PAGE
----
The Sports Trust as a non-profit organisation and is totally dependent on its partners for its survival and mandate delivery. There have been noticeable smaller to no investment in grassroots development of sports in the past decade, which has resulted in reduced programme rolled outs and development being overlooked. It is also the case with the more popular and commercial sporting properties, which has also experienced a slumped in numbers as well. The results by BMI are showing that Standard Banks re-entering into cricket sponsorship and MTN supports for the Boks have revitalised the rights holders’ optimism for renewed interest.
Not so much the case for The Trust, which had previously installed on average of 10 multi-sports-courts per year in underdeveloped areas; and which are able to accommodate 5-different sporting codes per court, namely 5 a side soccer, netball, basketball and tennis and is also disabled friendly. In 2019 only 3 courts were installed, which is impacting its mandate to promote, advance, develop and increase the investment in grassroots sports across the footprint of the country.
A total of 86 sports courts have been installed to date, May 2020 in all 9 provinces in South Africa.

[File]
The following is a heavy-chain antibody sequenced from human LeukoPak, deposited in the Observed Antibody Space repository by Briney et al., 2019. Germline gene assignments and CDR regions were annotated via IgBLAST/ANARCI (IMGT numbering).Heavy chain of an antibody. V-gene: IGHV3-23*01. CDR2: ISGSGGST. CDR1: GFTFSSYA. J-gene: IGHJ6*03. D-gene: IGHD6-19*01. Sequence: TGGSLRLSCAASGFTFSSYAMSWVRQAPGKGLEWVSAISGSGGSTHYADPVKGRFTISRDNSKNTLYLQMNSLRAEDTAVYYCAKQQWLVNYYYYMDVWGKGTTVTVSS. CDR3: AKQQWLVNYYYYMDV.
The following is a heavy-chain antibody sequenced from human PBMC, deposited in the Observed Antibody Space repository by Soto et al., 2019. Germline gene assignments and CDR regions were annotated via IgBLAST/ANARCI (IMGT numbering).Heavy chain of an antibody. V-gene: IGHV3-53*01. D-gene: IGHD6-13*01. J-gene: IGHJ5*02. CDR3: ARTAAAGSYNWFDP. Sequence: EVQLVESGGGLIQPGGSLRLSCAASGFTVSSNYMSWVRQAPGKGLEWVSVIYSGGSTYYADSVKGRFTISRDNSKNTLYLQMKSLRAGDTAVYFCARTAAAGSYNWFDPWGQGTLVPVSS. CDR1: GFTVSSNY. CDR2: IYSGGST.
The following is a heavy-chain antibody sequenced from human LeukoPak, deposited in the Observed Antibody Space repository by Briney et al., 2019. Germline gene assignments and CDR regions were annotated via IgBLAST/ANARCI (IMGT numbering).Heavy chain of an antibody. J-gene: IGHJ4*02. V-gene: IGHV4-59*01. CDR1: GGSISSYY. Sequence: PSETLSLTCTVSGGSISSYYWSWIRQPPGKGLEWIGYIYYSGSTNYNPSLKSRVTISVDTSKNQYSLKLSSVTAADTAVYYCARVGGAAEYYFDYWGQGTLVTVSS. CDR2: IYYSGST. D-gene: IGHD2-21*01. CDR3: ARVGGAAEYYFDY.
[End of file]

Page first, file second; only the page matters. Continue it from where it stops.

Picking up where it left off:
Principal Makgoba of Makgefola Primary School
“The exposure to sport from primary-school level is essential to holistic learner development. ‘It helps learners to develop strong self-discipline, values and morals; to control their temper; to think about others and develop a sense of team spirit; to understand the importance of respecting rules and honouring responsibilities; and to appreciate that hard work is one of the main keys to success.’ Our wish is to produce competent, healthy learners with skills in our different sporting codes, which include netball, soccer, volleyball, cricket, scouts and indigenous games, and to create opportunities for learners. The fruits of this court will be revealed in the talent we produce.’ Having high-achieving role models that come from your community is the best way to inspire young people to achieve their potential. This gift of a multipurpose sports court has fallen on fertile soil and it will be used to the maximum and we thank The Sports Trust and Nedbank for their investment into our school.